Argentina’s former president Cristina Kirchner will stand trial for corruption after allegedly taking millions in bribes while in office
- Argentina’s former president accused of receiving tens of millions in bribes
- Cristina Kirchner allegedly ran network related to ‘corruption notebooks’
- The notebook kept by a ministerial chauffeur detailed bribes paid to government
- A request was accepted for Kirchner to be held in pre-trial detention
- But her partial parliamentary immunity prevents that from happening
The former president of Argentina will go on trial for corruption after allegedly taking millions of dollars in bribes, a federal court confirmed on Thursday.
Cristina Kirchner is accused of effectively running a bribery network which was uncovered when a ministerial chauffeur was found with notebooks detailing millions of dollars in bribes paid by businessmen to government officials.
The court accepted a request by judge Claudio Bonadio that Kirchner, now a senator, be held in pre-trial detention, but her partial parliamentary immunity prevents that from happening.
The court accepted a request by a judge that former president Cristina Kirchner, pictured last month, can be held in pre-trial detention
She is protected by lawmakers’ immunity from imprisonment, but not from prosecution.
In August, the Senate voted to partially lift her immunity so that investigators could search her three luxury homes – but unless it is entirely lifted, she cannot be jailed even if found guilty.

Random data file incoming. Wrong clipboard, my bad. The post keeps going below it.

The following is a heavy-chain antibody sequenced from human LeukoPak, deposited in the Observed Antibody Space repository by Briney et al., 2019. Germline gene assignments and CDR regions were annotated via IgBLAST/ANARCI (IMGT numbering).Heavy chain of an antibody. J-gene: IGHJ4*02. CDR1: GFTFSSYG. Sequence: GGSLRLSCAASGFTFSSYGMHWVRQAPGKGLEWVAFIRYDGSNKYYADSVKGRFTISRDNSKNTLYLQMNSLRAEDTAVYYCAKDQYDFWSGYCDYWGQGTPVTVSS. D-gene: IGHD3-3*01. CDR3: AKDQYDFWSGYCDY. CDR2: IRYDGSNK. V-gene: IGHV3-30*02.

Soon after learning the decision, Kirchner hit out against President Mauricio Macri’s government.
She said: ‘I say, where will the verdicts be written? All at the request of and custom-made by Macri,’ also pointing a finger at the centre-right coalition Cambiemos and Clarin newspaper, which has long opposed her.
Kirchner is accused of running a criminal network related to the infamous ‘corruption notebooks’ scandal
The court also seized 1.5 billion pesos (£30 million) worth of her assets and ordered former planning minister Julio de Vido to be prosecuted for his role in the illicit association.
Several other people, former junior ministers and businessmen, were ordered to be released from detention but will still be prosecuted for bribery.
Both Kirchner, 65, and her late husband and predecessor as president, Nestor, are suspected of having received millions of dollars in bribes from businessmen in exchange for large-scale public works contracts.
The payments were documented by ministerial chauffeur Oscar Centeno in notebooks seized by investigators.
Nestor Kirchner, who died of a heart attack in 2010, was president from 2003-07, with his wife then serving consecutive terms until 2015.
More than a dozen former government officials and 30 top businessman are implicated in the case, first reported by La Nacion newspaper on August 1.
Prosecutor Carlos Stornelli has said a total of £126 million in bribes was handed over between 2005 and 2015.
Former Argentina president Cristina Kirchner will go on trial for corruption (pictured at the new abortion law in August 2018)
The scandal has engulfed practically the entire construction industry in Argentina, even involving Macri’s family.
His father Franco and brother Gianfranco were called before Bonadio last week to answer questions relating to the Autopistas del Sol company, a subsidiary of the Macri Group, in connection with alleged bribes paid to secure highway contracts.
His cousin and businessman, Angelo Calcaterra has also been caught up in the probe.
The president, who held important roles in the family business started by his father before beginning a political career, has not commented on the case, while the government has said it respects the judiciary’s independence.
Away from the corruption scandal, Macri has his hands full managing an economic crisis that has seen the peso lose 50 percent of its value against the dollar this year, while Argentina entered recession earlier this week.
Macri has secured a £44 billion bailout loan from the International Monetary Fund to try to drag Argentina out of its problems, while implementing tough austerity measures.